Sunday, 28 July 2013

In My Element

My default for so long now, there had to come a time when sitting on my arse pursuing Rutilus rutilus by way of bread fished hard on the river bed would finally give way to something less static, more mobile, and fluid...

It's been worth the while. I've stocked an immense store of knowledge by doing so. Honing the art to near perfection over thousands of hours of constant practice, thought, experiment, and dare I say some small innovation, I reckon I could now teach even the most experienced roach angler a thing or two they don't already know about finicky redfins, their favourite bait and that trickiest most demanding method of catching them. But, there comes a point where nothing new is learned and this season with the essential core of my entire activity waning I've felt the passion for angling ebb away.

Something had to come. Something had to go. Something had to give...

It was most important that it did. Without a personal centre angling is a nebulous thing prone to vanishing only to be replaced by lesser pursuits, such as golf...

God forbid!

Then Wednesday, Thursday and Friday too — three days on the trot, and the flame of passion was rekindled.

Fishing more intensively and intuitively than I have in years I felt a greater sense of urgency and final achievement each session than I'd have thought possible. 

Yep, 'bread on the lead' is finally put to bed because there's a new love in my life who demands I start from a point of almost zero knowledge and when humbled by mistakes, must swallow my pride and beg a crumb or two myself in the way of instruction from the time-served old masters.

Trotting. Simple in essence, but an art that in any fully-rounded angling career must be learned the hard way or you die wanting. I mean to say — is there a finer angler dead or alive than the one who's nailed it?


It is the very pinnacle of skill. Makes all alternative forms of coarse fishing trashy by comparison.

When the Late Great Terry Lampard flicked a flake of bread into the Dorset Stour and then caught 'that' 3lb roach for the camera, it wasn't the fish you were impressed with but the man's natural flair. Plucked out of thin air, without apparent effort, you and I in his shoes would have failed and we know it. He succeeded, because he'd long fathomed something we haven't...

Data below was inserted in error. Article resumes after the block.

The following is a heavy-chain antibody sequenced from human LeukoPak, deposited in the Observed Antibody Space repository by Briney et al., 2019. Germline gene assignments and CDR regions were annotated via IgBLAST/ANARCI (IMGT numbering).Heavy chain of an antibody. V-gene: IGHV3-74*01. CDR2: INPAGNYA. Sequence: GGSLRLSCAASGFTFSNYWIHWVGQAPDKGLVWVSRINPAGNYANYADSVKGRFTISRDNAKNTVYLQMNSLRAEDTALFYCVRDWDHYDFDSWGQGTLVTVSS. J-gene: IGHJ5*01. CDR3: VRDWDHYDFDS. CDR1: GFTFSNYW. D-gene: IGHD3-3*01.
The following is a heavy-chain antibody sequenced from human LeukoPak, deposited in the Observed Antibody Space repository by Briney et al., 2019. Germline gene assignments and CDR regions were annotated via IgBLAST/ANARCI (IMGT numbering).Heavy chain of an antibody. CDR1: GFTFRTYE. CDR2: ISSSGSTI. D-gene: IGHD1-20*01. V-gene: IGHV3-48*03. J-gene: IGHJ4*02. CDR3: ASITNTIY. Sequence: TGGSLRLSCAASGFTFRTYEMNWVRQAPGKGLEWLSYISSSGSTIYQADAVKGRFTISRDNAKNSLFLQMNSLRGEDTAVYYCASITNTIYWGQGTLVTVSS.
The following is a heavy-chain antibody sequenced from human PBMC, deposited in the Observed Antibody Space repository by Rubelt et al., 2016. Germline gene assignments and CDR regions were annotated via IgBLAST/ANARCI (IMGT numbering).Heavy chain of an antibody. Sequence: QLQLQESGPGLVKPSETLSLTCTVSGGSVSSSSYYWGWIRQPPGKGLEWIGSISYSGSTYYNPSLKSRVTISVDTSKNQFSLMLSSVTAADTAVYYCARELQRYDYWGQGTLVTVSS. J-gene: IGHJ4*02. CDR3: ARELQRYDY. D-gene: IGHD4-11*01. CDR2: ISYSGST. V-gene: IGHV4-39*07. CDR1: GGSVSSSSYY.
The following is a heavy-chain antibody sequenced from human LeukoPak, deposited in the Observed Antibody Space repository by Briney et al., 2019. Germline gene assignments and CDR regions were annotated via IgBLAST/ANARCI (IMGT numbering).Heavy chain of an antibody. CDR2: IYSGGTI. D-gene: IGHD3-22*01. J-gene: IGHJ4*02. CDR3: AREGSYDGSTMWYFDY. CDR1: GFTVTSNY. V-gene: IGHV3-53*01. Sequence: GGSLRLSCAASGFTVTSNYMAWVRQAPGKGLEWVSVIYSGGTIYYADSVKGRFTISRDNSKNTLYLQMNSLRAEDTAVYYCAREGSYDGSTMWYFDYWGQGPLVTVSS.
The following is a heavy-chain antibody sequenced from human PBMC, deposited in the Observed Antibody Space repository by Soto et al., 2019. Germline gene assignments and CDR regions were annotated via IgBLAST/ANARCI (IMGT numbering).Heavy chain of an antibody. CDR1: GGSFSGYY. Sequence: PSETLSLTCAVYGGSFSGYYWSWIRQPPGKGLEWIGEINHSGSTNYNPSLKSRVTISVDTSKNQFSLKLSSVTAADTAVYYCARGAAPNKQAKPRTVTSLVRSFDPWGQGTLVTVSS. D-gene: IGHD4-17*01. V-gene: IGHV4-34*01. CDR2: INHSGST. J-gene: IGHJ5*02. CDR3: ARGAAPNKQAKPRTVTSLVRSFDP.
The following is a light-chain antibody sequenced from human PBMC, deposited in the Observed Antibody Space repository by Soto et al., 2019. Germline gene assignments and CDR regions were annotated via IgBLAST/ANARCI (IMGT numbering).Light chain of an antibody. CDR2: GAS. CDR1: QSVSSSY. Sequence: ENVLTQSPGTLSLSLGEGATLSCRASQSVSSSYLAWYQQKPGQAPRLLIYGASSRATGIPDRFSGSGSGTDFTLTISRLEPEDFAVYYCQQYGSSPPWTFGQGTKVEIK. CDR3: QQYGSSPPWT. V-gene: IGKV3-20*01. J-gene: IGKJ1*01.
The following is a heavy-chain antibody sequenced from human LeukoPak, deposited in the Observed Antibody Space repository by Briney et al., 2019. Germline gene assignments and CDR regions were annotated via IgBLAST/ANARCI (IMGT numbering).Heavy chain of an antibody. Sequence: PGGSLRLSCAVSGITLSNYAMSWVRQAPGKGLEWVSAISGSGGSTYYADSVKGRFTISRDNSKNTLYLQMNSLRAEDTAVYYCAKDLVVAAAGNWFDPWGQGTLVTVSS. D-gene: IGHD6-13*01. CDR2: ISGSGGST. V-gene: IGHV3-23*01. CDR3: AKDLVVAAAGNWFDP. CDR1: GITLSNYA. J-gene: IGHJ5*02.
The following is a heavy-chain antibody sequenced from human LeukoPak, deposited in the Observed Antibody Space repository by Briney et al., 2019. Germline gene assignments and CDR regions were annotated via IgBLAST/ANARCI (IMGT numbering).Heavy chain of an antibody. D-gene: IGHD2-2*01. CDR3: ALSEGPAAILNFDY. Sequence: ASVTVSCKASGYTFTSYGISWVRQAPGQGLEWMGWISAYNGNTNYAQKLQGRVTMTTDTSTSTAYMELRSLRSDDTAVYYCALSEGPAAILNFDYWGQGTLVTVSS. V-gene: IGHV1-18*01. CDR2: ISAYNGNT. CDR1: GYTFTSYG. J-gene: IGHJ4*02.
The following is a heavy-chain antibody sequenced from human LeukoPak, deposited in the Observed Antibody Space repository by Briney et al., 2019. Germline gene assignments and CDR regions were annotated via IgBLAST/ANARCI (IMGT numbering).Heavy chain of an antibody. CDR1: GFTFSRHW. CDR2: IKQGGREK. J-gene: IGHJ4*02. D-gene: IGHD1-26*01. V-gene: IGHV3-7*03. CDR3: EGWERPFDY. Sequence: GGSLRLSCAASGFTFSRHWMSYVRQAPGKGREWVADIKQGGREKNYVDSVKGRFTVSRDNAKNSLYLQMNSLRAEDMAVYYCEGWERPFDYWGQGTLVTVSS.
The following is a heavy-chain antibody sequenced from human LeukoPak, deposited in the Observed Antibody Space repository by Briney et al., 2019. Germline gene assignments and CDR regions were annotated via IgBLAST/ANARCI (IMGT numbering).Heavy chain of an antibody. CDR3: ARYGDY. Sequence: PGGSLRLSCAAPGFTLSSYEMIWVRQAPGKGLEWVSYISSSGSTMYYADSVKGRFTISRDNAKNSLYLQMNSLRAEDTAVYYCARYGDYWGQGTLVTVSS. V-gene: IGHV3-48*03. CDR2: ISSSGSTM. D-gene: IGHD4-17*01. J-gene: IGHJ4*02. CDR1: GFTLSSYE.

I don't know how or even why I've avoided it for so long but I wish I hadn't because it's an immensely satisfying thing to practice. Of course I've dallied with it before now but never really put my back into it. It's a wonderfully natural way to fish, though, and especially so when conducted from within the river itself.

Wednesday afternoon that simply wasn't possible in water ten-feet deep but from a couple of pegs hacked out the nettles, Steve Philips and I both managed a fine net of roach, dace and chub from the Warwickshire Avon at Saxon Mill. I even wangled a silver bream! Only my second from the fishery in five years.

As Steve quipped, "Jeff, they'll follow you wherever you go."

Thursday night the venue was a streamy stretch of the same river. After dace I trotted red maggots through a classic glide of smooth water to catch them and succeeded in a way impossible from the bank. Wading up to my waist I was amazed at how effortless it was to fish standing upright with half the weight of the body buoyed up by water.

I was equally amazed by my own ineptness at doing this novel thing!

Water all about changed everything. Nothing solid to rest a thing on, everything had to be either nailed down hard or hung off the bod.

A lightweight landing net handle filled with water, now there's a heavyweight novelty! 

Casting was delightful, control of the float superb, but simple things just defeated me.

I learned the hard way that fish do not require a net to 'land' at any size. But baiting a hook, unhooking a fish, taking a photograph on the fly — it was as if I'd never done either or neither ever before in my life...

When I finally left the water I wasn't nearly so cack-handed as when I first went in, wasn't that pleased with my performance, but had found great pleasure in learning the basics.

As Martin quipped, "I'll have those waders back, Jeff, sooner or very much later..."

Friday. The Wye. And a truly novel experience...

It's a big river viewed from the bank but wading it lowers your sense of perspective. The world looks vaster the further you venture and the deeper you fear to tread, each a step nearer to death should you trip and fall.

That was magical — a heightened awareness of the universe and a diminution of self I haven't felt since my days as a lone ranger bass hunting by night a half-mile distant from land at low ebb tide.

It was unbelievably rocky, uneven and slippery to one newly used to the give and take of mud and loose gravel beneath his feet. As treacherous — but differently so. One minute perched atop a boulder, the next step down to my chest beside it!

I found my feet and my fish, though...